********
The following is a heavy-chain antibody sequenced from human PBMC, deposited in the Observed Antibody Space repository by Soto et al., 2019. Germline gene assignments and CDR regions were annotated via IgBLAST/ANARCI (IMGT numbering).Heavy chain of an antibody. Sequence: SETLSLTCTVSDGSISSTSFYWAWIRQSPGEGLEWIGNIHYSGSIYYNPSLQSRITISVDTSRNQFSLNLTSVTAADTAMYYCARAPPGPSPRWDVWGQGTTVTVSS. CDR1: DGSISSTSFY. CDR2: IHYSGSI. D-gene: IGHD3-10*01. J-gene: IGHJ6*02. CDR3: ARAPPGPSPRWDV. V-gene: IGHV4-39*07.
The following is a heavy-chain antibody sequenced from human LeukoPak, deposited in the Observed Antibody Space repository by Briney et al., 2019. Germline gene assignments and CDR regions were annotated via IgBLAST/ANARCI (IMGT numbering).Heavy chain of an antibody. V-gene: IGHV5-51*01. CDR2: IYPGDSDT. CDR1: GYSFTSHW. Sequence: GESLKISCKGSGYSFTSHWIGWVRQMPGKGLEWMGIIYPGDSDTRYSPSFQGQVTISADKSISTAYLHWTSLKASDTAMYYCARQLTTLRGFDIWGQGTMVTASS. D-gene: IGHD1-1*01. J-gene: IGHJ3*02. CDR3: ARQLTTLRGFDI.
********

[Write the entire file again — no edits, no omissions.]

The following is a heavy-chain antibody sequenced from human PBMC, deposited in the Observed Antibody Space repository by Soto et al., 2019. Germline gene assignments and CDR regions were annotated via IgBLAST/ANARCI (IMGT numbering).Heavy chain of an antibody. Sequence: SETLSLTCTVSDGSISSTSFYWAWIRQSPGEGLEWIGNIHYSGSIYYNPSLQSRITISVDTSRNQFSLNLTSVTAADTAMYYCARAPPGPSPRWDVWGQGTTVTVSS. CDR1: DGSISSTSFY. CDR2: IHYSGSI. D-gene: IGHD3-10*01. J-gene: IGHJ6*02. CDR3: ARAPPGPSPRWDV. V-gene: IGHV4-39*07.
The following is a heavy-chain antibody sequenced from human LeukoPak, deposited in the Observed Antibody Space repository by Briney et al., 2019. Germline gene assignments and CDR regions were annotated via IgBLAST/ANARCI (IMGT numbering).Heavy chain of an antibody. V-gene: IGHV5-51*01. CDR2: IYPGDSDT. CDR1: GYSFTSHW. Sequence: GESLKISCKGSGYSFTSHWIGWVRQMPGKGLEWMGIIYPGDSDTRYSPSFQGQVTISADKSISTAYLHWTSLKASDTAMYYCARQLTTLRGFDIWGQGTMVTASS. D-gene: IGHD1-1*01. J-gene: IGHJ3*02. CDR3: ARQLTTLRGFDI.